Type 1 diabetes is generally based on genetics or viral activity, and compared to type 2 diabetes, it is less related to diet. However, it is essential to control foods and not to increase blood sugar too much because the body can not produce adequate insulin levels to use all of the glucose in circulation. Therefore, blood glucose management is more critical in patients with type 1 diabetes.

Digestive Effects

On the other hand, studies revealed that while ACV increases acidity, it also slows gastric emptying.[14] This can be the main mechanism of blood glucose control. Because it slows your digestion, it means slower absorption of glucose. It gives you time for normal glucose tolerance to occur rather than peaking suddenly. 

Gastric slowing might be due to the effect on insulin-stimulated glucose uptake, but further studies are needed on this mechanism.

Yes, it delays digestion, but it also helps facilitate absorption. The acetic acid in apple cider vinegar regulates and helps digestion.[15] Especially in older adults, the stomach produces lowed acid to digest foods. When stomach acidity is decreased, people faced with digestive problems such as gas and bloating may experience symptoms. You can boost digestion with apple cider vinegar if you have issues with low stomach acid.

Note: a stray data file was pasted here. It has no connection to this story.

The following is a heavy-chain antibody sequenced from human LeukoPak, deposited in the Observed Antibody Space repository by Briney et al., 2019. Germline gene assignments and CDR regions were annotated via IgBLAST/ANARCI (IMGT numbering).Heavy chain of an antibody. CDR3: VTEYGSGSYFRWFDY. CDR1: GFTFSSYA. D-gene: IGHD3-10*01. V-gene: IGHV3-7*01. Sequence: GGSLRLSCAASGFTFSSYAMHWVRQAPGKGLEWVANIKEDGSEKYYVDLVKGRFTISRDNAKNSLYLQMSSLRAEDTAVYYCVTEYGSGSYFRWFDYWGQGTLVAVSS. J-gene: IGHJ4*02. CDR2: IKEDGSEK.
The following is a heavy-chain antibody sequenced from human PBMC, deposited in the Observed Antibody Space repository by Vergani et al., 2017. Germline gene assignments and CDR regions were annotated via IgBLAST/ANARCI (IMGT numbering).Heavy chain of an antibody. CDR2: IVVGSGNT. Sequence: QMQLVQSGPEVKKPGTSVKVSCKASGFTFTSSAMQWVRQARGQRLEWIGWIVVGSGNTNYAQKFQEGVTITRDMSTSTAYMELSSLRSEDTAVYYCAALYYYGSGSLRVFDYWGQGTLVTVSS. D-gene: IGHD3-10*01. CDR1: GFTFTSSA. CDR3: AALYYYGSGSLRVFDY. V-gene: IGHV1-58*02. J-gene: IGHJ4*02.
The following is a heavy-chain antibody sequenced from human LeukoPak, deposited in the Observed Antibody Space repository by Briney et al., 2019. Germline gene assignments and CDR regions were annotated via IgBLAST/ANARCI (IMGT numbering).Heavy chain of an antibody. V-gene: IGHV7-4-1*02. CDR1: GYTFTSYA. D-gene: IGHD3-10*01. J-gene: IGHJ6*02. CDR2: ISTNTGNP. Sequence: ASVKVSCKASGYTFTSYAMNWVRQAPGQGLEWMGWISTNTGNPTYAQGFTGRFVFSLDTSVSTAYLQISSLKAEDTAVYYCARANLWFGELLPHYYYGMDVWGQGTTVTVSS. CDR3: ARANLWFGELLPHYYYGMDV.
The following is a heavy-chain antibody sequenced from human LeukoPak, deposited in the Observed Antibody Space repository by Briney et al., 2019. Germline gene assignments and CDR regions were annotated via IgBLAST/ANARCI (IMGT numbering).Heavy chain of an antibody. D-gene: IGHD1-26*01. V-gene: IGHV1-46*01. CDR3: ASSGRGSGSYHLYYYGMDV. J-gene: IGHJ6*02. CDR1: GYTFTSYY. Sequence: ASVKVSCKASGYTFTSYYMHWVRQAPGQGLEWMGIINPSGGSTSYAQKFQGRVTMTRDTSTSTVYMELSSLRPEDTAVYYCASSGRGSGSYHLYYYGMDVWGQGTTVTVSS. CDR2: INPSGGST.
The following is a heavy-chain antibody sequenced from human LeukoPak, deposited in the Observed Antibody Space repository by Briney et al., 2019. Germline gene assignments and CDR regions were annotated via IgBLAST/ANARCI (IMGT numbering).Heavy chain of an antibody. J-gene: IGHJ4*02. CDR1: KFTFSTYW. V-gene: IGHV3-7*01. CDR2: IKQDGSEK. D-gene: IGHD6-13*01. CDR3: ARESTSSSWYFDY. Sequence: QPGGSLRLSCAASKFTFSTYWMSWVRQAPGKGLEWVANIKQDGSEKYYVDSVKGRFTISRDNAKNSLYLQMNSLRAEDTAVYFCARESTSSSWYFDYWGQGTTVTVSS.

Tips For Taking Apple Cider Vinegar

One of the most important points in using apple cider vinegar is not to consume too much. There are results in scientific studies that a few spoons of apple cider vinegar can show health effects. 

But no studies, including animal studies, have evaluated the health effects of direct consumption of apple cider vinegar. In each study, apple cider vinegar was diluted by adding it to various beverages and foods. This is important for your digestive system health because apple cider vinegar is a strong acid that can cause damage to your tissues and burn the skin. For this reason, you can best consume it by adding one spoonful of apple cider vinegar to a glass of water for a dilutional effect.